Child development expert weighs in on the tricky question, offers a solution from Japan’s samurai-era past.

While some Japanese hot springs operate under a konyoku policy, in which male and female bathers share the same tubs, for the most part bathing in Japan is gender-segregated, even when it’s communal. However, an exception is usually made for young kids.

The logic is pretty easy to follow. Sometimes, a child may be at an onsen/hot spring or sento/public bath with just one parent, and if there’s a mother with her son, it’s not reasonable to send him over to the men’s bath by himself if he’s under a certain age. The question, though, is what that age is.

Personal opinions on the matter often fall into factors like whether the boy (the majority of voiced complaints are about mothers taking boys into the women’s bath, as opposed to fathers taking daughters into the men’s bath) is old enough to get excited about seeing naked ladies, or to form concrete memories of what he saw. However, it turns out there’s no hard-and-fast numerical cutoff under Japanese law about when parents are no longer allowed to bring children into the opposite gender-segregated bath. In many people’s opinions, though, once a child starts the first year of elementary school (which occurs at the age of six in Japan), it’s probably about time for them to start using the bath for their gender.

▼ While female models in onsen advertising are often depicted with towels wrapped around their body, actual customers are required to bathe naked.

However, child development author Mitsuko Tateishi points out that this loosely defined guideline can lead to misunderstandings and discomfort. Children who are especially tall or large-framed for their age, for example, might be perceived as older than they really are, causing other bathers to be bothered by the presence of a boy in the women’s bath who’s actually not yet old enough to properly wash himself. Another potential issue Tateishi discusses is older children with autism or other mental health issues who require their mother’s assistance in the bath.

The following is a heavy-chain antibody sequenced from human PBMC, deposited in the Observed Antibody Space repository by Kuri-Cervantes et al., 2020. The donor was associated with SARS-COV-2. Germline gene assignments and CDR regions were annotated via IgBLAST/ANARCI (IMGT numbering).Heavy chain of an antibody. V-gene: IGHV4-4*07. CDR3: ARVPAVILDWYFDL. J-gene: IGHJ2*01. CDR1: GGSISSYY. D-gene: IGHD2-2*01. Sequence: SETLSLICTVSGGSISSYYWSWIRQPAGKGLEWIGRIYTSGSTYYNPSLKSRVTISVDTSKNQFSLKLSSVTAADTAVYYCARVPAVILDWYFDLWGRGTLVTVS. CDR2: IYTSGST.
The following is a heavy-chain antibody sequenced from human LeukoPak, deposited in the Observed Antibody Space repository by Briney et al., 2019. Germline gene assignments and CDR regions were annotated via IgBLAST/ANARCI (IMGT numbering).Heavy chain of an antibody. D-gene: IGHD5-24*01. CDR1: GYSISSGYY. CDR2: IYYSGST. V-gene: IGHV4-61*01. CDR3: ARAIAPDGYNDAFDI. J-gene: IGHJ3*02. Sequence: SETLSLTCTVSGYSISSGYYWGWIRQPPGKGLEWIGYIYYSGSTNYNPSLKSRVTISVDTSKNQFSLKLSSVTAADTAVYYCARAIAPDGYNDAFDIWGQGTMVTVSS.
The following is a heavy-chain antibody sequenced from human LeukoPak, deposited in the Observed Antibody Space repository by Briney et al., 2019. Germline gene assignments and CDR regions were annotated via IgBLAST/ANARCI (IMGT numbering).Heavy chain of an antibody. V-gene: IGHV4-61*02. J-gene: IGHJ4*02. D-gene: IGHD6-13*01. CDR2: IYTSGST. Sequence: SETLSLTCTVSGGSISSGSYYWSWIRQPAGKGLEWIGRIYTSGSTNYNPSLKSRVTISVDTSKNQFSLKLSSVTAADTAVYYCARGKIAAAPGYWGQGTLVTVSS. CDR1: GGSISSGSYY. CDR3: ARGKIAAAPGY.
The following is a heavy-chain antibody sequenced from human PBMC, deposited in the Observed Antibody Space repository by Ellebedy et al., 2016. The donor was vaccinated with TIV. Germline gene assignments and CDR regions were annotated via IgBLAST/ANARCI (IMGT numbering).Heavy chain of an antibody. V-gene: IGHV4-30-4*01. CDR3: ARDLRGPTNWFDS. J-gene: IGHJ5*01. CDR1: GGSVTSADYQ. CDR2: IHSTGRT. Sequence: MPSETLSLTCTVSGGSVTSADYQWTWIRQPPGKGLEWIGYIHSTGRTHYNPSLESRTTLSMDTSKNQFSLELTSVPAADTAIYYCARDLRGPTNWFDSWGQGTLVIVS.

Still, Tateishi subscribes to the philosophy that once a boy is in elementary school, mothers should transition away from taking them into the women’s bath. By that age, she says, they should be getting the hang of how to scrub off their grime and shampoo their hair on their own before hopping into the shared tub (as is the Japanese custom), and should also be able to observe proper communal bathing etiquette such as not splashing, swimming, or letting their towel fall into the bathwater.

However, Tateishi does recognize that different children develop differently, and that not all kids are ready to bathe by themselves even after starting elementary school. In those cases, she recommends choosing hot springs that have private baths that can be rented for family use, while also expressing her hope that shared bathing facilities will bring back a custom from Japan’s feudal-era past.

Through the Edo period, Tateishi explains, public baths would employ attendants known as “sansuke.” For a fee, the sansuke would provide assistance such as washing the customer’s back. Tateishi says that bringing back such services, adapted into sort of an “in-bath babysitter”  role, would allow boys who’re getting too old to go into the woman’s bath with Mom to more easily transition to using the men’s bath.

However, a few potential roadblocks to that plan quickly spring to mind. Aside from the additional cost, there’s the question of whether or not a mother who feels uneasy sending her son into the men’s bath by himself would really feel any more at ease if her child, who is of course going to be naked for the duration, is accompanied by an employee of the facility or if not, a stranger. Granted, Japanese society does place an extraordinary amount of faith in working professionals, but this seems like it’d be beyond the comfort level of many mothers.

The issue of how to handle young kids in the opposite gender’s bath is particularly tricky, because onsen/sento bathing facilities aren’t private like a public bathroom stall, nor is the goal to get in and out as quickly as possible, like with a changing room at a public pool. The whole point of Japan’s traditional bathhouses is to stretch out the bathing process and make it a relaxing ritual, so operators can’t dismiss out of hand complaints from customers who dislike having boys in the women’s baths. Nevertheless, with a far greater number of single mothers in Japan now than in the past, and the reinvigoration of the country’s love of onsen over the past decade and a half, it’s a topic that’s likely to continue being debated.

Source: Niconico News/Otona Answer via Jin
Top image: Pakutaso
Insert images: Pakutaso (1, 2)

Follow Casey on Twitter, where he’s only been in a woman’s bath in Japan once, during a hotel inspection when it was empty of customers.